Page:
Like currencies, visa requirements, and the pronunciation of “aluminum”, bra sizing lacks an international standard.
Bra sizing emerged in the 1930s and 1940s when modern bras became more commercialized. Manufacturers could not create tailored bras for every woman, so the band + cup sizing was introduced to create a broad range of fits that a woman could easily identify based on her measurements. Most countries use the band + cup sizing technique, but the numbers and letters vary. So, your bra size will change depending on where you are in the world.
In this post, we outline the basics of bra sizing and how different countries approach it.
Basics of Bra Sizing
As we mentioned, bra sizes usually include a band measurement and a cup measurement, such as 34B.
The number indicates the width of a woman’s torso, and the letter represents the difference between a woman’s bust size and her torso size. You can learn more about how cup sizes are measured over here.
Bra Sizing Around the World
Most bras worldwide are measured with the band + cup sizing. A larger band number indicates a bigger torso size, and a letter further along in the alphabet represents a larger difference between bust and band. In this way, a UK size 38F would have a larger band and larger cup than a size 32A.
Bra Sizing in the United States
Bras sold in the United States are measured in inches.
Bands are usually offered in sizes of 2-inch differences, starting at 28 inches, and the torso is measured underneath the armpit. Cup sizes vary in a range of one inch: an A cup means that a woman’s bust is one inch larger than her torso, a B cup means that her bust is two inches larger, etc.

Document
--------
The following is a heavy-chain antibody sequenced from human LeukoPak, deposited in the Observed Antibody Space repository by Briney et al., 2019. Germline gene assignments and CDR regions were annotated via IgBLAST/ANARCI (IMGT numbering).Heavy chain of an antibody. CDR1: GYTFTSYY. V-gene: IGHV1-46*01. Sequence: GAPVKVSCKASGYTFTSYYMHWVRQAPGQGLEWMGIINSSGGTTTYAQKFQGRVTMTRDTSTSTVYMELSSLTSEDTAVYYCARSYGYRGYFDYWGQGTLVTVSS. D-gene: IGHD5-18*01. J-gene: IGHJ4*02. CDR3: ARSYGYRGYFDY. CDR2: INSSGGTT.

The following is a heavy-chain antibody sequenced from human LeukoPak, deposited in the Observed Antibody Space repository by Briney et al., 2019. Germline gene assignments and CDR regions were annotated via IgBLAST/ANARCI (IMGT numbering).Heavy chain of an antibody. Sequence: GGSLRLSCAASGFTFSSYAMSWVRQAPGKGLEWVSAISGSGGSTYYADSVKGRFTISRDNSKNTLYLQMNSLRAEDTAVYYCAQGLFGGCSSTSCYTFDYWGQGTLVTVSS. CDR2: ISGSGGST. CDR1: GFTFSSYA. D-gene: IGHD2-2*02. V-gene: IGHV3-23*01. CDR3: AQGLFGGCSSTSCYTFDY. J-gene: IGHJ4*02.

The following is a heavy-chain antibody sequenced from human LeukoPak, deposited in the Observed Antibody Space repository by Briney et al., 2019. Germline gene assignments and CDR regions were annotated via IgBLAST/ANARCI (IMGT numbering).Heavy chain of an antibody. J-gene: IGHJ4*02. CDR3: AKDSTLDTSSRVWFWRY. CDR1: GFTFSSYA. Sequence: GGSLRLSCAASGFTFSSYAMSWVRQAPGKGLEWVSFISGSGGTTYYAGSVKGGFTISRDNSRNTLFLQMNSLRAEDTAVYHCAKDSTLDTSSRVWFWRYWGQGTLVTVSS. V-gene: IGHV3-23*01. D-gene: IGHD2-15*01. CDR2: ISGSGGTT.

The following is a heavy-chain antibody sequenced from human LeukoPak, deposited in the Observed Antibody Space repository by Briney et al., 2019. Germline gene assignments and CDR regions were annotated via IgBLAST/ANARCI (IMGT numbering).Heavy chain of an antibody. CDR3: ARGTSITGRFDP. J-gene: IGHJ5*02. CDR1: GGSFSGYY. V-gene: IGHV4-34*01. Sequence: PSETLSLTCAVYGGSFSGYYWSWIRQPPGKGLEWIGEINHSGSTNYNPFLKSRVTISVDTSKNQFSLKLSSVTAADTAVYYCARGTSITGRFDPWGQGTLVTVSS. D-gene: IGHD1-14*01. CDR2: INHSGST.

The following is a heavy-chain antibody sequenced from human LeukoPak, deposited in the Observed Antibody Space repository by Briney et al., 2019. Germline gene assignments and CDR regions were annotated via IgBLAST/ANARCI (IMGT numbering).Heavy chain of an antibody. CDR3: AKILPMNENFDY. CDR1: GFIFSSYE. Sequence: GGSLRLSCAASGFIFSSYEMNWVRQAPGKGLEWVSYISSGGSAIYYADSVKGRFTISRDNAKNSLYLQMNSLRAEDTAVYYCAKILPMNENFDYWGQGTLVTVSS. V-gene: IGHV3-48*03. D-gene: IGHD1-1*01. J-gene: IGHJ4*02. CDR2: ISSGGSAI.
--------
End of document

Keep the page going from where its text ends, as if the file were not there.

A standard for cup lettering does not exist in America. Some stores sell bras with cup sizes A, B, C, D, DD, DDD, E, EE, EEE, F, etc. Others use A, B, C, D, DD, DDD, G, H, I, etc.
If you have a bust larger than size C, you may have trouble comparing cup sizes between manufacturers.
Bra Sizing in the UK
Like the United States, the UK also measures bra bands in increments of 2 inches, and are sized 28, 30, 32, 34, etc.
Bra cup sizes vary by manufacturer. Some sellers designate cup sizes as AA, A, B, C, D, DD, E, F, FF, G, GG, etc. However, stores such as Marks & Spencer eliminate double sizes past DD. This means that if you usually wear a J-cup size and purchase a J-cup from Marks & Spencer, you will receive a size equivalent to an H-cup.
To avoid this, we recommend to always try on bras before you buy them.
EN 13402: The European Standard Bra Sizing
In 2007, most of Europe implemented a standard sizing system called EN 13402. It identifies how clothing should be sized depending on a range of bodily measurements, measured in centimeters. For example, a women’s size Small shirt will fit a woman with a bust in the range of 82-90 centimeters.
EN 13402 also includes standards for bra sizing. As with bras from the United States and the UK, European bras are sized from torso circumference (measured underneath the breasts) and bust circumference – the EN 13402 calls these measurements “underbust girth” and “bust girth”.